Grand Lange 1 “Luna Mundi” is a set with astronomical luxury watches by A. Lange & Söhne
A. Lange & Söhne Grand Lange 1 „Luna Mundi/Ursa Major“ (white gold)
The exclusive watch couple puts forward a patented big date and a traditional double barrel with a power reserve for more than three days. All the typical Lange quality features can be admired at the caseback with sapphire crystal en détail Glashütte three-quarter plate from untreated, cross-rolled German silver, screwed gold chatons, hand-blued screws, hand-engraved balance cock with swan-neck precision regulator and shock-protected screwed balance, edges of the plates angled and polished by hand and a complex surface decoration.
For centuries it was at best noticed by sailors and world travelers, that the view of the sky changed dramatically with the location. Above all, that the increasing and decreasing crescent of the moon appears in mirror image to the people of the northern and southern hemisphere. Only full moon and new moon are experienced the same on both hemispheres. The watch industry, traditionally-based on the northern hemisphere, has largely neglected this fact. It took, in an increasingly globalized world, the momentum of the South in order to end the northern privilege of a realistic moon phase display.
The Grand Lange 1 “Luna Mundi 'is the attractive reply of A. Lange & Söhne to the downright historic omission. The watches couple in the new 41.9-millimeter Lange 1 case with the correct representation of the lunar path for the northern and southern hemisphere is offered exactly 101 times as a set - as “Luna Mundi / Ursa Major” in the cool case in white gold for the moon showing the northern hemisphere and as “Luna Mundi / Southern Cross” in the warm tone of the red gold case for the southern hemisphere. The two dominant constellations in the northern and southern sky, Great Bear and Southern Cross, respectively symbolize the two forms of representation on the dial and on the associated moon phase disc.
With the moon those two constellations walk around on the disc on the small stage in the decentralized seconds circle which since ancient times have grown the ancient myths of humanity The Great Bear (Ursa Major) as the third largest constellation with its seven brightest stars contains the so-called Big Dipper in Central Europe, the English speak of Great Plow, the Americans of the Great Dipper. The Roman poet Ovid tells us in his “Metamorphoses” the story of the nymph Callisto. After she had given herself to Zeus, she was transformed by Diana into a bear - on whom had been imposed never to reach the refreshing Okeanos, which means the ocean. As a circumpolar constellation of the Great Bear is always seen above the horizon and thus never reaches the water. An astronomical rather small star, but in the southern hemisphere certainly the most famous, is the Southern Cross', amidst the bright band of the Milky Way. At the time of Ptolemy it was still counted as one of the centaurs, but, by its striking form in the eyes of the sailors of the 16th century, won the importance of an independent constellation for navigation, because it hints the way to the south.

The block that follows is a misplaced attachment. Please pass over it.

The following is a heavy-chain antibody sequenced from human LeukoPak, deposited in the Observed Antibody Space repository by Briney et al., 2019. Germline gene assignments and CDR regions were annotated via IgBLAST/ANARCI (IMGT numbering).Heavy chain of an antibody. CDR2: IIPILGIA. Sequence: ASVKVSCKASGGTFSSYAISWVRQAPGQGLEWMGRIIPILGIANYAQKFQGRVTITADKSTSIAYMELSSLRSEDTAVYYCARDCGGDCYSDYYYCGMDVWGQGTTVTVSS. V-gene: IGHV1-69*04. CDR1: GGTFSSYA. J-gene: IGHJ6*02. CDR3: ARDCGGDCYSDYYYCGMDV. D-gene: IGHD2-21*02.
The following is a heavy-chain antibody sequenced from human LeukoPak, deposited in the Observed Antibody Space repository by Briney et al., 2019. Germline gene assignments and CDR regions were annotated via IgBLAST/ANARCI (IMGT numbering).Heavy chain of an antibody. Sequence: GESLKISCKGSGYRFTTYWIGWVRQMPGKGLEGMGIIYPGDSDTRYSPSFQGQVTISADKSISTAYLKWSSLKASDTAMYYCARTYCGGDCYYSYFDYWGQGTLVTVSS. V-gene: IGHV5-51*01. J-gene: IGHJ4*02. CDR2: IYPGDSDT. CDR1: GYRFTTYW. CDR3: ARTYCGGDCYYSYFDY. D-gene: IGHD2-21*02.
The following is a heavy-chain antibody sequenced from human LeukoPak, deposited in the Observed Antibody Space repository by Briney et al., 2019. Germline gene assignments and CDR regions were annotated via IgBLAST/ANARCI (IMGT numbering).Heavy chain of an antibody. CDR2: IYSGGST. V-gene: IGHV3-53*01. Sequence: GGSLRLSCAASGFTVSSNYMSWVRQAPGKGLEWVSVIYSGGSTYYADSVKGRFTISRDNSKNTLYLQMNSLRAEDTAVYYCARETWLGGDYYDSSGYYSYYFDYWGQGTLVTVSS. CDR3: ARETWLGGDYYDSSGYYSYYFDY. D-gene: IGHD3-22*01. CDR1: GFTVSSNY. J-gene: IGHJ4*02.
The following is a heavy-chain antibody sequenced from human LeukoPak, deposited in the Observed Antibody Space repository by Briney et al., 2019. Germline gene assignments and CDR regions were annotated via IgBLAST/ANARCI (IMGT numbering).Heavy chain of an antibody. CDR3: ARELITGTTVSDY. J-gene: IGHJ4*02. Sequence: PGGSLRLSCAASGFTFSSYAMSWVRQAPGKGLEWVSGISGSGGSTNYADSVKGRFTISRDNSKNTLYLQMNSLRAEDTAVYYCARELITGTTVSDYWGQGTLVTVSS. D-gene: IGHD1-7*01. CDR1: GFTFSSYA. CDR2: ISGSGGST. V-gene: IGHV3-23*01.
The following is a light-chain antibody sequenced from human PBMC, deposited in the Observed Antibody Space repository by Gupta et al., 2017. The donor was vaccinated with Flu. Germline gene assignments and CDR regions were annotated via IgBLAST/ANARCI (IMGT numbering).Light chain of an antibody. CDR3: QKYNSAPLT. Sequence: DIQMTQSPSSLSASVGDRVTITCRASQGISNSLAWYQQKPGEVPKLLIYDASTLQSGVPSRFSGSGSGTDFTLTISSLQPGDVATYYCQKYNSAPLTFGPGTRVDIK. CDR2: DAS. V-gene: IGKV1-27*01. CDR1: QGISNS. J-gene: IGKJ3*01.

A. Lange & Söhne Grand Lange 1 „Luna Mundi/Southern Cross“ (red gold)
For the first time in the enlarged case the continuous lunar phase drive of the Lange 1, which was presented in the previous year, comes to use with the two watches. Behind this are the two Calibre variants L901.8 for the northern hemisphere and L901.7 for the southern hemisphere, which reverses the direction of rotation of the moon via an additional gear. Common for the watch couple is therefore the moon representation which was for the first time realized 2002 in the Lange 1 Moonphase, which certainly comes next to our real view of Earth's natural satellite. The rising and setting moon in the seconds subdial is in fact always in motion, as long as the watch is running. The display is not switched one or two times per 24 hours. Rather, it is connected to the continuum of the hours wheel and thus - but hardly noticeable to the eye - always on the move.
Due to the extremely high precision of the transmission, the synodic period of the Moon around the Earth with an average of 29 days, 12 hours, 44 minutes and 3 seconds is shown so accurate, that the display error reduces to 1.9 seconds per day or 57 seconds per lunar cycle and thus showing an error of only one day in 122.6 years. With the pushers recessed in the case between “7 and 8 clock” the moon phase displays may be adjusted as required.
Using a text by A. Lange & Söhne